From Sergio Garcia’s history of coming up just short, to the playoff with Justin Rose, to the splendor of Augusta National, the Masters became the Oscars on Sunday.

“No place gives you better theater than the back nine at Augusta National,” GolfWeek senior writer David Dusek said on CBS Sports Radio’s Ferrall on the Bench. “That’s just a given. It was fantastic. The fact that Sergio Garcia, who we just knew is a choke guy – he’s just somebody who has had so many opportunities over the years, so many times where he just thought the golf gods were against him, that he was just never going to win a major championship and it just wasn’t in the cards for him – he looks great coming out of the chute. All of a sudden, Sergio Garcia has got a three-shot lead on the front nine, Rose battles back, Garcia all of a sudden starts to have some problems, but then all of a sudden the gods start shining on him. I’m happy for Sergio.”

Garcia, 37, hasn’t always been the most popular player on Tour, but people chanted his name Sunday. And in the end, Garcia won the first major of his career.

“It’s taken a long time, but people have started to really love Sergio Garcia,” Dusek said. “He has completely turned people around. He was absolutely the favorite of the crowd that was at the golf course. The pouting, the terrible attitude, the woe-is-me kind of thing – it’s brutal when you have opportunities and you don’t come through, and he’s had several opportunities to win major championships. The one that immediately comes to mind is the 2007 British Open. He has a putt from about eight or nine feet that rims out and Padraig Harrington beats him in a playoff, and the guy is just whining and complaining that he never catches a break. (He was) totally the opposite (Sunday). So much more mature, so much more accepting – like, hey, I’m going to give it my best and and we’ll just let it happen – and lo and behold, the putt goes in.”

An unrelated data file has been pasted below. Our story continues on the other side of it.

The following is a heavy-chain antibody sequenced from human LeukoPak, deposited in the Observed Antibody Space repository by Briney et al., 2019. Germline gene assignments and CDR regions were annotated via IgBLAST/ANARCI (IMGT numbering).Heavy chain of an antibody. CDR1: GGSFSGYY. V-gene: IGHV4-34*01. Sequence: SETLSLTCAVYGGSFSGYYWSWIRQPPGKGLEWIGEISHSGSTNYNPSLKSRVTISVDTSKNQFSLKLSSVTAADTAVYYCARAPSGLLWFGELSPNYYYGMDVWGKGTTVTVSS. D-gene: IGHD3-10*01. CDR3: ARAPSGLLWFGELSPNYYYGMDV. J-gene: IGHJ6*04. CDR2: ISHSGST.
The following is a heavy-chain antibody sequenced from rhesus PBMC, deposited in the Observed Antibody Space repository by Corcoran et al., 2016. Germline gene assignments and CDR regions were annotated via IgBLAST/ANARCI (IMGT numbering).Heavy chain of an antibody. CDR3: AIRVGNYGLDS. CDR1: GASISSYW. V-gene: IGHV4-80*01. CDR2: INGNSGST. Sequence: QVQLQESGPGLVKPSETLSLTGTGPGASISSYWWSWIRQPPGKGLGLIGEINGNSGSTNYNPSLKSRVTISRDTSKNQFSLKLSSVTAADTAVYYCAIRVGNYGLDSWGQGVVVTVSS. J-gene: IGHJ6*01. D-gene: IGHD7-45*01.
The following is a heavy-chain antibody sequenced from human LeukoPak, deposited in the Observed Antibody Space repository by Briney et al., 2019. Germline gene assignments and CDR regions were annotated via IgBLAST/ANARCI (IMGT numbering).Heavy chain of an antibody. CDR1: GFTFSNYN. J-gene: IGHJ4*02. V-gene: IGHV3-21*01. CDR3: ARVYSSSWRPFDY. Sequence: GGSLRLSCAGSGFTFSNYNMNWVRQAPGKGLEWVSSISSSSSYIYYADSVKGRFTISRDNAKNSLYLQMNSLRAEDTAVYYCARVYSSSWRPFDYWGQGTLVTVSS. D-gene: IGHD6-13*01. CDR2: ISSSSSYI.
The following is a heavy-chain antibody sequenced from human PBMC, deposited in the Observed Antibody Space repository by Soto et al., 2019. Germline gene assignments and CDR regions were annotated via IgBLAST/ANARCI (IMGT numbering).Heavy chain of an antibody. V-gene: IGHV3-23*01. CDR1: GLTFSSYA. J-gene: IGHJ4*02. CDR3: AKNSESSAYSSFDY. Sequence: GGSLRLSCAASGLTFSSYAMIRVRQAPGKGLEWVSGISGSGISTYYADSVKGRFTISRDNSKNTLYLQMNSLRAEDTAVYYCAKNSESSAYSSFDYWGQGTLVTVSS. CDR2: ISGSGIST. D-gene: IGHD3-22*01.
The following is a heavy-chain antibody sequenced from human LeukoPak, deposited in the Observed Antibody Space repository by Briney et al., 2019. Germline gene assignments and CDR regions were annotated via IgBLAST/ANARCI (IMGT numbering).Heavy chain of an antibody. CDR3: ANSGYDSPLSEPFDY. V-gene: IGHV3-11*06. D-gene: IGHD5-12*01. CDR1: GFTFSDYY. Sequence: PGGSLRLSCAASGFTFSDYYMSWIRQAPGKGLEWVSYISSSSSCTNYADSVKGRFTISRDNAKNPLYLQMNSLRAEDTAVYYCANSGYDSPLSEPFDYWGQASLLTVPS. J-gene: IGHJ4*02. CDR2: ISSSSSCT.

And just like that, 0-for-73 became 1-for-74 – and the narrative surrounding Garcia changed forever. His record in majors underscores just how hard it is to win one.

“If Klay Thompson has a bad night, there’s other people that can pick up the slack,” Dusek said. “If you’re playing a team sport, you can get subs, you can get coaching – guys will help you out. If you have a bad day at Augusta National, at the U.S. Open, British Open, PGA Championship – that’s it. There’s four of these things every year, and there’s a lot of golfers who have the ability to win them. I believe there were 93 guys after Dustin Johnson pulled out. Ninety-three guys teed it up, and 92 of them went home disgusted, frustrated losers. They lost. At the end of the day, Justin Rose deserves to hold his head up high. He did a lot of really good things. But he didn’t leave happy. He doesn’t care about (the money or the runner-up trophy). He wants to win the championship. At the end of the day, there’s only four of these things to go around. A lot of times we got spoiled because Tiger Woods made us think, ‘Well, the guy that’s supposed to win ends up wining everything.’ That’s an anomaly. So many things have to go just right. Thankfully for Sergio and his fans, this year it did.”


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